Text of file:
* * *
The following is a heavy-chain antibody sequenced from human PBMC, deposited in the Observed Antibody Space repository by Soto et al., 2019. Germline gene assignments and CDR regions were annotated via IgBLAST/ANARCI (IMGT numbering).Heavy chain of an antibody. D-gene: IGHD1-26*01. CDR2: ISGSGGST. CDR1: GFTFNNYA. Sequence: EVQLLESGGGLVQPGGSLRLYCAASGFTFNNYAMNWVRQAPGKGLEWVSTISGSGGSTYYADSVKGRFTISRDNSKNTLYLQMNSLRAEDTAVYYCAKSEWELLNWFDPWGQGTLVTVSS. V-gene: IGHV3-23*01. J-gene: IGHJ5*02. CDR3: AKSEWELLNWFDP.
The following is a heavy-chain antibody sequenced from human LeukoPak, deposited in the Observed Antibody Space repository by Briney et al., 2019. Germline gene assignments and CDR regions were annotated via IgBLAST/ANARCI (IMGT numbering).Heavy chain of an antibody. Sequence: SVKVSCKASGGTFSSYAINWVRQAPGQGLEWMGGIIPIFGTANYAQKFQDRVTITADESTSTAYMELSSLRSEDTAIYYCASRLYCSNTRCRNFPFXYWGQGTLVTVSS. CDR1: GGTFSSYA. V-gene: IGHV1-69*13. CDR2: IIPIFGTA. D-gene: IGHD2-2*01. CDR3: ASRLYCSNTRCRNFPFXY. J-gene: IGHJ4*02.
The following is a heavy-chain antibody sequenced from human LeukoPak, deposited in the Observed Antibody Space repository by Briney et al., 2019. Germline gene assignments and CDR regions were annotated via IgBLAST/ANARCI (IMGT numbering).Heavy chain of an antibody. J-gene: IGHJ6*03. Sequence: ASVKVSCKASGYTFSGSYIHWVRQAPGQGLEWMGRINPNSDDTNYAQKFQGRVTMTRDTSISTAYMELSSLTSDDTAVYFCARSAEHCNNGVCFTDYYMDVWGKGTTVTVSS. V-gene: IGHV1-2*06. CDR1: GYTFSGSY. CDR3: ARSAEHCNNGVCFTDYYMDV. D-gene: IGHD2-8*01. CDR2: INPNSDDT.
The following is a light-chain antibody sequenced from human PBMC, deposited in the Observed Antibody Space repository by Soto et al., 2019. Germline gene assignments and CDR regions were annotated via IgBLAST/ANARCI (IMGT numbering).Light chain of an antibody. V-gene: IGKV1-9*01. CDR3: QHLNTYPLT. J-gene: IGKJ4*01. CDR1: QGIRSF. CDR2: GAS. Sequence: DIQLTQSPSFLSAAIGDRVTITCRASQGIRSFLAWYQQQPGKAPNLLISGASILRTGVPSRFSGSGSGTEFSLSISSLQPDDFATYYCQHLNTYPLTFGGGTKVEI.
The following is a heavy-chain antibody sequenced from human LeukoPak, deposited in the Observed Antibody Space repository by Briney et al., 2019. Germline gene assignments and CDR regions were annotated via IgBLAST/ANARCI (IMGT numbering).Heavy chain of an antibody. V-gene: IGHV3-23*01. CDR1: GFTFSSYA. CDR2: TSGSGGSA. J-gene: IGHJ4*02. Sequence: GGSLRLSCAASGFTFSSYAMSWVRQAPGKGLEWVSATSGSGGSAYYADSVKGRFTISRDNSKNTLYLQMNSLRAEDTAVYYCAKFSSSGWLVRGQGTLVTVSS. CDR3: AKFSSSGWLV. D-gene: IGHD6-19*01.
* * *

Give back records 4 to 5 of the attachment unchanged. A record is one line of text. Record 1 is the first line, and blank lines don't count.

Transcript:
The following is a light-chain antibody sequenced from human PBMC, deposited in the Observed Antibody Space repository by Soto et al., 2019. Germline gene assignments and CDR regions were annotated via IgBLAST/ANARCI (IMGT numbering).Light chain of an antibody. V-gene: IGKV1-9*01. CDR3: QHLNTYPLT. J-gene: IGKJ4*01. CDR1: QGIRSF. CDR2: GAS. Sequence: DIQLTQSPSFLSAAIGDRVTITCRASQGIRSFLAWYQQQPGKAPNLLISGASILRTGVPSRFSGSGSGTEFSLSISSLQPDDFATYYCQHLNTYPLTFGGGTKVEI.
The following is a heavy-chain antibody sequenced from human LeukoPak, deposited in the Observed Antibody Space repository by Briney et al., 2019. Germline gene assignments and CDR regions were annotated via IgBLAST/ANARCI (IMGT numbering).Heavy chain of an antibody. V-gene: IGHV3-23*01. CDR1: GFTFSSYA. CDR2: TSGSGGSA. J-gene: IGHJ4*02. Sequence: GGSLRLSCAASGFTFSSYAMSWVRQAPGKGLEWVSATSGSGGSAYYADSVKGRFTISRDNSKNTLYLQMNSLRAEDTAVYYCAKFSSSGWLVRGQGTLVTVSS. CDR3: AKFSSSGWLV. D-gene: IGHD6-19*01.